In the last 10 years, one of the best growth stocks in the FTSE 100 has been ARM (LSE: ARM). Its shares have risen by a whopping 593% during the period as it has quickly become one of the biggest and best tech stocks based in the UK.

However, during recent months doubts have begun to emerge among some investors regarding ARM’s growth rate. That’s partly because it’s becoming a more mature business, but also because Chinese growth has slipped and with ARM being a key supplier to the smartphone industry, its future arguably looks less certain than a couple of years ago.

As a result of this, ARM’s shares have fallen by 10% in the last six months. Rather than making investors feel cautious, this fall in share price presents an opportunity to buy ARM while it has a wider margin of safety than it perhaps normally would. For example, it now trades on a price-to-earnings-growth (PEG) ratio of just 0.6, which indicates that even if earnings growth does slow to a degree, ARM’s share price could reverse recent falls over the medium term.

Great tech stock

Also offering a bright future is fellow tech stock Laird (LSE: LRD). Its shares are somewhat unusual for a tech company insofar as they offer superb dividend potential. In fact, Laird currently yields 4% after having increased dividends per share at an annualised rate of almost 11% during the last five years. This shows that it’s a relatively income-friendly stock, which bodes well for further dividend increases.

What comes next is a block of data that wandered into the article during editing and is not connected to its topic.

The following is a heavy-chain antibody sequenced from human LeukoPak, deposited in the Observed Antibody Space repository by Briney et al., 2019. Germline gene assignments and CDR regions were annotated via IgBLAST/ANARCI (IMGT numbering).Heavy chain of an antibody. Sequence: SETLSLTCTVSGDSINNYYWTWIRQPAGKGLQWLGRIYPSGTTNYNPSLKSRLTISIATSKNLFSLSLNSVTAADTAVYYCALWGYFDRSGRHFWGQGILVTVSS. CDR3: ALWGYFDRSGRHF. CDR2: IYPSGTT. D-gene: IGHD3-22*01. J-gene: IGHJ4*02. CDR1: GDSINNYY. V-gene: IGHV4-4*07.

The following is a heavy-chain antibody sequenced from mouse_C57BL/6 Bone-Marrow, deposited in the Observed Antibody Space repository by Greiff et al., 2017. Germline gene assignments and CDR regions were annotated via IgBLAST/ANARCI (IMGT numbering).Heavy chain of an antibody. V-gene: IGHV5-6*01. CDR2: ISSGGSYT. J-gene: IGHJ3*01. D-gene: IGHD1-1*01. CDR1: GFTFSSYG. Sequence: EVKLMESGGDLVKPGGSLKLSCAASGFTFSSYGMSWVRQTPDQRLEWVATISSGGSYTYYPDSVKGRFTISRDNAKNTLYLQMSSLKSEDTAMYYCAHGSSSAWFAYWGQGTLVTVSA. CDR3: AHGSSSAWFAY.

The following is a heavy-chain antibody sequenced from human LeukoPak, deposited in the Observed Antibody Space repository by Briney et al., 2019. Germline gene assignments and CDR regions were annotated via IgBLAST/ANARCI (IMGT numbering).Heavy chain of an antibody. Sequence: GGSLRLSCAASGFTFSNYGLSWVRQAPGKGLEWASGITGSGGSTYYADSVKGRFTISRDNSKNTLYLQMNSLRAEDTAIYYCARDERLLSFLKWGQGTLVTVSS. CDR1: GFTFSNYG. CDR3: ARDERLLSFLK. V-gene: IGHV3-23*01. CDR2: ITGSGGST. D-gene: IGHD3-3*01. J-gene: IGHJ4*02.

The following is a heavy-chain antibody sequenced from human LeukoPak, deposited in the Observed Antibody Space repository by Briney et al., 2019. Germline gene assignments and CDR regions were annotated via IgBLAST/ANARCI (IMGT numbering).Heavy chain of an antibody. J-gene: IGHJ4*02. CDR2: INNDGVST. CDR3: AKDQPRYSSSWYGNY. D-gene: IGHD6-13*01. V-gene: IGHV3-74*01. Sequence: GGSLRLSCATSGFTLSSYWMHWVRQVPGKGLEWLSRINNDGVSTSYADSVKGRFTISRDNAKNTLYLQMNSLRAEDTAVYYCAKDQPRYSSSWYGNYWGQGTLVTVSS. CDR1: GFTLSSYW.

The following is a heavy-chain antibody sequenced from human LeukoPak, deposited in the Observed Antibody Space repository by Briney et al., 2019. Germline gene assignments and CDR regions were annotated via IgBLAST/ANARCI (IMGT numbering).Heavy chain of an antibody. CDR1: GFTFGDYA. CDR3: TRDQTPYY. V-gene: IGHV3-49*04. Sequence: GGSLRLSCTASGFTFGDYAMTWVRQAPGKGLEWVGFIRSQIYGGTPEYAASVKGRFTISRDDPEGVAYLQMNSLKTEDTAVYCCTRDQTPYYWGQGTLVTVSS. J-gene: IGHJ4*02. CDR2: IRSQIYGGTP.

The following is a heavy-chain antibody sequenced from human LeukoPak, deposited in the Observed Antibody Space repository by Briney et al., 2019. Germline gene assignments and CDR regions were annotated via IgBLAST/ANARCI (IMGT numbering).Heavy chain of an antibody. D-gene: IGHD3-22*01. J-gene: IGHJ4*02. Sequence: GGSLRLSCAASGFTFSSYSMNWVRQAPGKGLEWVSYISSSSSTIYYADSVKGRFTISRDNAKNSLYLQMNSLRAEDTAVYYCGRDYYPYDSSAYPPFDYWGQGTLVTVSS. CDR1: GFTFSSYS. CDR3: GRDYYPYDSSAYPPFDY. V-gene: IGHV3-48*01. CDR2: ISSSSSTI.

Looking ahead, Laird has the scope to increase dividends at a rapid rate. Not only are they covered 1.9 times by profit, but Laird’s net profit is expected to rise by 15% in the current year and by a further 13% next year. This puts the stock on a PEG ratio of only 0.9 and with it being a high quality company with a dependable track record of growth, Laird seems to be one of the best tech stocks around.

Dwarf star

Shares in fellow tech sector company Quixant (LSE: QXT) have soared by 32% since the turn of the year as investors begin to price-in upbeat earnings growth prospects. The developer and supplier of computer systems is forecast to increase its bottom line by 57% in the current financial year, then by a further 24% next year. This puts it on a PEG ratio of only 0.7, which indicates that its shares could have much further to go in their stunning rise.

Clearly, Quixant is a smaller business than either ARM or Laird and so perhaps lacks the scale and robustness of its larger sector peers. However, with Quixant having a relatively wide margin of safety, it seems to offer a highly enticing risk/reward ratio and could prove to be a sound long-term buy.

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Peter Stephens owns shares of ARM Holdings and Laird. The Motley Fool UK has recommended ARM Holdings. We Fools don't all hold the same opinions, but we all believe that considering a diverse range of insights makes us better investors.